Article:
Japan and Inner Asia: Some Connections
By Mark A. Riddle
Pleasant Grove, Utah
(This paper is reproduced here in accordance with the Creative Commons Attribution-NonCommercial-NoDerivs 2.5 License)
In 1966 pioneering Japanese ethnologist Ishida Ei’ichirou wrote that “Many of the Japanese legends preserved from ancient times have connections, not only with the neighboring cultures of Eastern Asia, but with the cultures of people living in regions far removed from Japan.”1
The purpose of this essay is to recognize not just these legends but also other features of Japanese culture whose provenance can be traced to “regions far removed from Japan.” For each of the eleven such features identified herein, an attempt will be made to identify a possible origin.
The first point of similarity we will take up is the uncanny resemblance between Japanese and Western heraldry practices: “From the second quarter of the 12th century in Western Europe, heraldic designs are found in general application. Elsewhere, a similar system is to be found only in Japan, in the mon, also dating from the 12th century.” “The reservation of the kiku-no-mon to the Emperor, with junior members of the imperial family using a different variety of the flower…corresponds exactly to the rules of heraldic practice that apply to the European royal families.” 2
The first use of the mon in Japan came in 1156 in the Hougen Civil War, and it was in common use by the mid-thirteenth century.3 “The language of insignia in feudal Japan is close to that of Europe in many respects.”4
Our purpose here does not require examination of the details of heraldry; we leave that for future study. But we will judge here that the similarities noted by the experts cited are certainly not coincidental, are not universals, and demand the assumption of some direct historical connection. On the other hand, we know of no easy explanation of how there could have been a direct connection between Japan and the Near East in the first half of the
twelfth century. This parallel remains an anomaly, an important unsolved mystery.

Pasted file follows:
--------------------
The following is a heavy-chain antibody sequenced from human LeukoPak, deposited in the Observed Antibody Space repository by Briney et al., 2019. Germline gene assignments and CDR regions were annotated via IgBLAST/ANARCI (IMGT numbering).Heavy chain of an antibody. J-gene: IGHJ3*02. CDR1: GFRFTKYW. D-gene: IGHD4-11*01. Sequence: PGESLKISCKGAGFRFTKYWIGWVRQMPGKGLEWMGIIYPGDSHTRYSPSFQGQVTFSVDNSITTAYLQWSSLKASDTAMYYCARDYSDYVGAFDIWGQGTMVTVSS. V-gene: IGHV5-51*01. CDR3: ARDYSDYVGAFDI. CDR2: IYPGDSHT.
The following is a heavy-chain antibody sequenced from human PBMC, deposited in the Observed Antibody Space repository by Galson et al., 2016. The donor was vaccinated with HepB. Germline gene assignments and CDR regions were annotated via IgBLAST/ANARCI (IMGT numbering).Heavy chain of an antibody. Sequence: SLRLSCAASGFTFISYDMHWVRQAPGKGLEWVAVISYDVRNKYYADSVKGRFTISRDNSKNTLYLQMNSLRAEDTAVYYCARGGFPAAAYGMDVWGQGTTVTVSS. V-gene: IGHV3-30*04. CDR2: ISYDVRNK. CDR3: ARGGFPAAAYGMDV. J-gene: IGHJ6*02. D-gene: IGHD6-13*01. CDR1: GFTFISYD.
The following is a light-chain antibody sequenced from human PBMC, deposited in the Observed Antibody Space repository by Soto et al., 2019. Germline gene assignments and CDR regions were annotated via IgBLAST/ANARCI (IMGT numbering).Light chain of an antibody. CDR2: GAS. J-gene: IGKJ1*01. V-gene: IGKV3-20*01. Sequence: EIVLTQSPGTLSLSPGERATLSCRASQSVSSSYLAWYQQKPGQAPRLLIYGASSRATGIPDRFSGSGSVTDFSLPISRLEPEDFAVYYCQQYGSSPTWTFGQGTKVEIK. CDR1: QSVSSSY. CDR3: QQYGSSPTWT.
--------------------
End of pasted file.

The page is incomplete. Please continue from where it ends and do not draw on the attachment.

2. The Sacred Horse Cult
Beginning in the fourth century A.D., horses of Inner Asian provenance were brought to Japan,5 and the fifth century saw the apogee of the mounted warrior culture. It was not just horses, but also the Indo-European horse cult, which was brought to the archipelago. The principal features of the Indo-European or Central Asian cult of the sacred horse were as follows.
The horse was a religious symbol that pervaded both myth and ritual.
Special rituals involved the sacrificial killing of a white stallion.
A white horse symbolized the sun and was often sacrificed to the sun.
A fertility cult was associated with the horse.
The horse is associated with rain.
Horses are associated with the underworld and funereal symbolism.6
The Uralo-Altaic peoples of Central Asia and Siberia sacrificed horses to the supreme gods of the sky well into modern times. The horse was identified with the cosmos, and the sacrifice of the horse symbolized and reproduced the act of creation and was also an initiation ceremony.7
The horse also had a special connection with kingship — among the Iranian peoples, the king is chosen by an omen given by the sun god through his special animal, the horse,8 and horse sacrifices, from Ireland to India, commonly accompanied the coronation of a king.9
According to Herodotus, Xerxes’ army was accompanied by a “chariot of the sun” drawn by white horses, and along the route were led horses to be sacrificed to the sun.10
The following evidence the presence of the Indo-European or Altaic steppe culture horse cult in Japan:
- in Japan, up to the present, a sacred white horse is led thrice monthly before the divinities of the honden (main shrine building) at the Ise Shrine, combining in one act the elements of sun worship (the principal deity of Ise is the sun goddess, Amaterasu) and sacral kingship (Ise is the emperor’s personal shrine).11
- Horses appearing in early Japanese tomb paintings seem to be credited with supernatural powers, such as being able to communicate between deities and human beings, relying on their speed to do so.12
- “The horse has been important in Shinto thought from early times, serving not only as a vehicle for various gods, but also as a messenger between the temporal and celestial worlds.”13
- The Shoku Nihongi (an official court history of 797 A.D.) mentions horses dedicated to shrines in order to bring rain or stop it, and small clay statuettes of horses have been retrieved from wells, probably dating from rituals of the seventh and eighth centuries.14
- “The horse has been important in Shinto thought from early times, serving not only as a vehicle for various gods, but also as a messenger between the temporal and celestial worlds.”13